Don't let anyone fool you into believing that you must spend thousands of dollars on a commercial prep course in order to pass the bar exam.
Anyone who claims that these expensive courses are necessary is wrong and is perpetuating a myth that the course creators want you to believe; many law students (this author included) have passed the bar exam with nothing more than a used set of bar outlines.
While these courses aren't necessary, they do provide a few distinct advantages to a bar hopeful; but these advantages can be obtained from other sources for cheap, or even free. These advantages include: comprehensive outlines that cover all legal subjects, practice bar exam questions, and a guide for how much to study.
All of these benefits are useful (if not essential), but none are worth the total price of the course. The smartest and most economical solution is to obtain some second-hand course materials and begin your bar exam studies independently of these multi-thousand dollar prep courses. If you are lucky, you may find everything you need for a few hundred dollars (or even for free). Here is how:
Obtaining Bar Exam Outlines:
Good outlines are essential to anyone studying for the bar exam. Even after three years of law school, you will not have a thorough knowledge of all fields of law; you will have only learned the core fields (contract, criminal, constitutional, property, and tort law), and a few elective courses such as corporate law or first amendment law. Three years simply isn't enough time to learn it all. But with good outlines and a lot of studying, you can use the knowledge you have already gained to get a quick grasp of these other fields of law which you haven't yet become acquainted with.
While these outlines are essential, you do not need to spend thousands on a commercial course to obtain them. These outlines do not need to be brand new, and even if published years earlier, they should still be mostly accurate. To be sure, though, simply ask your professors whether any major changes in the states law have occurred since the date of publish and note those changes.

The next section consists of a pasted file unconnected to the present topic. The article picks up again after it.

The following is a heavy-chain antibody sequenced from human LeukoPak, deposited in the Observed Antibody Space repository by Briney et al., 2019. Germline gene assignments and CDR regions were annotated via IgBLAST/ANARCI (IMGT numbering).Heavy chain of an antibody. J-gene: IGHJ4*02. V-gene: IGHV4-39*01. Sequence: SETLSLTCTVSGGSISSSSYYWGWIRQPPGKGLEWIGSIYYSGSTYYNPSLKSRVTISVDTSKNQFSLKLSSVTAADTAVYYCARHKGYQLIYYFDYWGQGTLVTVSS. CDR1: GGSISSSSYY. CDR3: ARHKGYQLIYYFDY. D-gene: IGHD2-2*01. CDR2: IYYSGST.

You can find such outlines from several different sources:
Friends: Do you know any new lawyers? Ask them if they kept their bar prep materials or know of anyone who did. Many of these people would be glad to sell or lend them to you… usually with compliments for attempting the bar without a commercial course.
Libraries: Bar prep materials can sometimes be found in libraries. Search your local public libraries and your own law library for older copies of these materials. These libraries also make great study areas, so keep your eyes open for comfortable places to study, you will need them.
Online: Search amazon, eBay, and craigslist, and you will usually find bar prep materials for sale at much cheaper prices than paying for the entire bar prep course.
Forums: Online forums are very handy. With a quick Google search, you can find many discussions involving bar studies and what materials were used.
Obtain Practice Bar Exam Questions:
State-Specific Practice Questions: The easiest source for state state specific practice questions will typically be the study materials themselves. Most commercial outlines will come with practice questions, but if not, you may have to buy a used book of questions online.